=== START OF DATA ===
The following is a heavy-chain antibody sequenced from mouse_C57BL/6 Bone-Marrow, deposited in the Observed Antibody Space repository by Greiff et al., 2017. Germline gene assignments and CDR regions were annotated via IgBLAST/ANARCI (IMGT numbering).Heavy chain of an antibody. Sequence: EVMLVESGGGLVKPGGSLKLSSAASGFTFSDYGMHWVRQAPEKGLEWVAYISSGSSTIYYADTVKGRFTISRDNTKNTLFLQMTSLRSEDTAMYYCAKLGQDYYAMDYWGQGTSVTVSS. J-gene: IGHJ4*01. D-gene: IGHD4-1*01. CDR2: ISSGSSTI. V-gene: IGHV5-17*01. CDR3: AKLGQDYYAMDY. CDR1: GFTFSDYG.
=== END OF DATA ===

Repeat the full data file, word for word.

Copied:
The following is a heavy-chain antibody sequenced from mouse_C57BL/6 Bone-Marrow, deposited in the Observed Antibody Space repository by Greiff et al., 2017. Germline gene assignments and CDR regions were annotated via IgBLAST/ANARCI (IMGT numbering).Heavy chain of an antibody. Sequence: EVMLVESGGGLVKPGGSLKLSSAASGFTFSDYGMHWVRQAPEKGLEWVAYISSGSSTIYYADTVKGRFTISRDNTKNTLFLQMTSLRSEDTAMYYCAKLGQDYYAMDYWGQGTSVTVSS. J-gene: IGHJ4*01. D-gene: IGHD4-1*01. CDR2: ISSGSSTI. V-gene: IGHV5-17*01. CDR3: AKLGQDYYAMDY. CDR1: GFTFSDYG.